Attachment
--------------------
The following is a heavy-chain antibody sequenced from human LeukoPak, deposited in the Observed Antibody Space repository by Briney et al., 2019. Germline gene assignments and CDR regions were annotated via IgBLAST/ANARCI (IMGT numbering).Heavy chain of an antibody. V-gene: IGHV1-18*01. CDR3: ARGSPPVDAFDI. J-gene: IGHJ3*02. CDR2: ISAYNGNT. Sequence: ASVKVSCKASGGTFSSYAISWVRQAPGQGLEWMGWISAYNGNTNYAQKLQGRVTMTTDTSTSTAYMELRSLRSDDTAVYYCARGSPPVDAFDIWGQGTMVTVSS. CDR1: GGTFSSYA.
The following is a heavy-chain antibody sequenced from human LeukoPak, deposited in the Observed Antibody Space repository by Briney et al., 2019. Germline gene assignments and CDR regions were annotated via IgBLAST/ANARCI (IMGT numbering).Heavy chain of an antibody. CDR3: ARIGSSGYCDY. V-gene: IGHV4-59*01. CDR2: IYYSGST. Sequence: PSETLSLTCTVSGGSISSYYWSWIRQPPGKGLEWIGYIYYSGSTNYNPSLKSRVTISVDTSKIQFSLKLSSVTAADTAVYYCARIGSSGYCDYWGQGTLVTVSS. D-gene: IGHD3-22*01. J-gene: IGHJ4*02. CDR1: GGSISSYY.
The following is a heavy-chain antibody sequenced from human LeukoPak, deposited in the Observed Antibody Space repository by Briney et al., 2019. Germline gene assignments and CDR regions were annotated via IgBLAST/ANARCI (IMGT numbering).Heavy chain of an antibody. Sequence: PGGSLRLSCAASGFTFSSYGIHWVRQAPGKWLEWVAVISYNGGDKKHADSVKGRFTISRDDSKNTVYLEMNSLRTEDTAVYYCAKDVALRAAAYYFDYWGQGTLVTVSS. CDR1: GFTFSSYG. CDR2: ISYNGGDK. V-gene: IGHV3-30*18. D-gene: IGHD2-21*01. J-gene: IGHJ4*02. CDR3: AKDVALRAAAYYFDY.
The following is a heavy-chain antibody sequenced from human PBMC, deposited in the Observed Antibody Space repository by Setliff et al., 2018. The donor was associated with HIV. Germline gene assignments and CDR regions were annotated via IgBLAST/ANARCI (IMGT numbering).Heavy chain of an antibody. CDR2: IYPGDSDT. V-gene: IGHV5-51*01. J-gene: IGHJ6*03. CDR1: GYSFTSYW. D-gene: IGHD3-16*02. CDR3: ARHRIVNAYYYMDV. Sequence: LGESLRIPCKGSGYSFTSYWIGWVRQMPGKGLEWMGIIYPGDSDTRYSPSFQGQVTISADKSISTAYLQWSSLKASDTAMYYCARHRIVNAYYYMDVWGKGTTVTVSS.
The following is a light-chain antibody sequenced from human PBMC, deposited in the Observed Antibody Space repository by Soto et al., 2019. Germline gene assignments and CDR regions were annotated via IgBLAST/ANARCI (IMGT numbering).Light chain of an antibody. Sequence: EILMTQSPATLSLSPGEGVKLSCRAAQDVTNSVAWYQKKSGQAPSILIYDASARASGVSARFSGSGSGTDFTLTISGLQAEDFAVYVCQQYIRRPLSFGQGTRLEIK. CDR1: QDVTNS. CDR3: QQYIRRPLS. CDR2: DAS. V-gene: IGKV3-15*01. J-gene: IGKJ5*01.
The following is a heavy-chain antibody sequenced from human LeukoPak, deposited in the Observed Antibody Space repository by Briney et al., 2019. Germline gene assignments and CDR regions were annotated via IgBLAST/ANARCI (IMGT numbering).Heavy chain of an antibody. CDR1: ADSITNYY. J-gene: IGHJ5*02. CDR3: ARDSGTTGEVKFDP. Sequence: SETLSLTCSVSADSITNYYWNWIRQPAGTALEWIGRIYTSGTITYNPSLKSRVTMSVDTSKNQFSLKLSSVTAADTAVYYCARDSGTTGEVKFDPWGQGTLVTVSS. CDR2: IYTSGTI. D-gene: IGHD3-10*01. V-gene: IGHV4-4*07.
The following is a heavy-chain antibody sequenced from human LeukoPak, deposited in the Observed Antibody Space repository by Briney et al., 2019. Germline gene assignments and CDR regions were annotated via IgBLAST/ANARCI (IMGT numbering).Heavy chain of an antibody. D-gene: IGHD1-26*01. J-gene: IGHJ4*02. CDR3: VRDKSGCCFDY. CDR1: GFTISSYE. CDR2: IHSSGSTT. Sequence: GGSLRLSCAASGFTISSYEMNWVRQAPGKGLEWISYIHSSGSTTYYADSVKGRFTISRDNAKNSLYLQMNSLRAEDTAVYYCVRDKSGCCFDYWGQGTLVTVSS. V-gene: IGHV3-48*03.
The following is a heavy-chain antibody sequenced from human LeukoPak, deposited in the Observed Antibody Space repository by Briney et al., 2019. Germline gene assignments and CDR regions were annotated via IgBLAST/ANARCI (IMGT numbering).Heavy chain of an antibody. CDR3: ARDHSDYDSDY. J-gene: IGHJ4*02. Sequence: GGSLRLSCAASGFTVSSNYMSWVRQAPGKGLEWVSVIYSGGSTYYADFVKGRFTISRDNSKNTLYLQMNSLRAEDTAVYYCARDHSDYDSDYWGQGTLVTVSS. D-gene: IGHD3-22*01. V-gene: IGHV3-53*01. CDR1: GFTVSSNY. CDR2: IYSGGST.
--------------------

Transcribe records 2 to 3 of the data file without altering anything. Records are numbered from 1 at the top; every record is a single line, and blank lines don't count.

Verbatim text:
The following is a heavy-chain antibody sequenced from human LeukoPak, deposited in the Observed Antibody Space repository by Briney et al., 2019. Germline gene assignments and CDR regions were annotated via IgBLAST/ANARCI (IMGT numbering).Heavy chain of an antibody. CDR3: ARIGSSGYCDY. V-gene: IGHV4-59*01. CDR2: IYYSGST. Sequence: PSETLSLTCTVSGGSISSYYWSWIRQPPGKGLEWIGYIYYSGSTNYNPSLKSRVTISVDTSKIQFSLKLSSVTAADTAVYYCARIGSSGYCDYWGQGTLVTVSS. D-gene: IGHD3-22*01. J-gene: IGHJ4*02. CDR1: GGSISSYY.
The following is a heavy-chain antibody sequenced from human LeukoPak, deposited in the Observed Antibody Space repository by Briney et al., 2019. Germline gene assignments and CDR regions were annotated via IgBLAST/ANARCI (IMGT numbering).Heavy chain of an antibody. Sequence: PGGSLRLSCAASGFTFSSYGIHWVRQAPGKWLEWVAVISYNGGDKKHADSVKGRFTISRDDSKNTVYLEMNSLRTEDTAVYYCAKDVALRAAAYYFDYWGQGTLVTVSS. CDR1: GFTFSSYG. CDR2: ISYNGGDK. V-gene: IGHV3-30*18. D-gene: IGHD2-21*01. J-gene: IGHJ4*02. CDR3: AKDVALRAAAYYFDY.